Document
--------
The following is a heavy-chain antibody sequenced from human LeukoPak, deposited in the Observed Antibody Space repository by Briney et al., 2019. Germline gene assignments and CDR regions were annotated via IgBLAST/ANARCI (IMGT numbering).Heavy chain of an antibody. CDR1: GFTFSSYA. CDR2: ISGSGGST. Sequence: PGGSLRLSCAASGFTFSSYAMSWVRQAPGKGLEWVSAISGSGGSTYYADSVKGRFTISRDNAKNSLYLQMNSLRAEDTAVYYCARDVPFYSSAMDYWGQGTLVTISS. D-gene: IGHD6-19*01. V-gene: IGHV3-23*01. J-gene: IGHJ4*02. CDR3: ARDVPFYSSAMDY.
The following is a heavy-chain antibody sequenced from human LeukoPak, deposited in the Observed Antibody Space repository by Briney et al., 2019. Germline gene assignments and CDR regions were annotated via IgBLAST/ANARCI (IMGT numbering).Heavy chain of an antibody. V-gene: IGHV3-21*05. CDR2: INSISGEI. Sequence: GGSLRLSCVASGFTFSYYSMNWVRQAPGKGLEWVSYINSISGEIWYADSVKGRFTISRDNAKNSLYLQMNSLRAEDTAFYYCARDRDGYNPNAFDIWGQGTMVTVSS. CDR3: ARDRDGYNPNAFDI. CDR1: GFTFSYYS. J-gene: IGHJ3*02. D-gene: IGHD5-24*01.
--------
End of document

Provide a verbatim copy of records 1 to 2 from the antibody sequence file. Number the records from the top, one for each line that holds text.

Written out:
The following is a heavy-chain antibody sequenced from human LeukoPak, deposited in the Observed Antibody Space repository by Briney et al., 2019. Germline gene assignments and CDR regions were annotated via IgBLAST/ANARCI (IMGT numbering).Heavy chain of an antibody. CDR1: GFTFSSYA. CDR2: ISGSGGST. Sequence: PGGSLRLSCAASGFTFSSYAMSWVRQAPGKGLEWVSAISGSGGSTYYADSVKGRFTISRDNAKNSLYLQMNSLRAEDTAVYYCARDVPFYSSAMDYWGQGTLVTISS. D-gene: IGHD6-19*01. V-gene: IGHV3-23*01. J-gene: IGHJ4*02. CDR3: ARDVPFYSSAMDY.
The following is a heavy-chain antibody sequenced from human LeukoPak, deposited in the Observed Antibody Space repository by Briney et al., 2019. Germline gene assignments and CDR regions were annotated via IgBLAST/ANARCI (IMGT numbering).Heavy chain of an antibody. V-gene: IGHV3-21*05. CDR2: INSISGEI. Sequence: GGSLRLSCVASGFTFSYYSMNWVRQAPGKGLEWVSYINSISGEIWYADSVKGRFTISRDNAKNSLYLQMNSLRAEDTAFYYCARDRDGYNPNAFDIWGQGTMVTVSS. CDR3: ARDRDGYNPNAFDI. CDR1: GFTFSYYS. J-gene: IGHJ3*02. D-gene: IGHD5-24*01.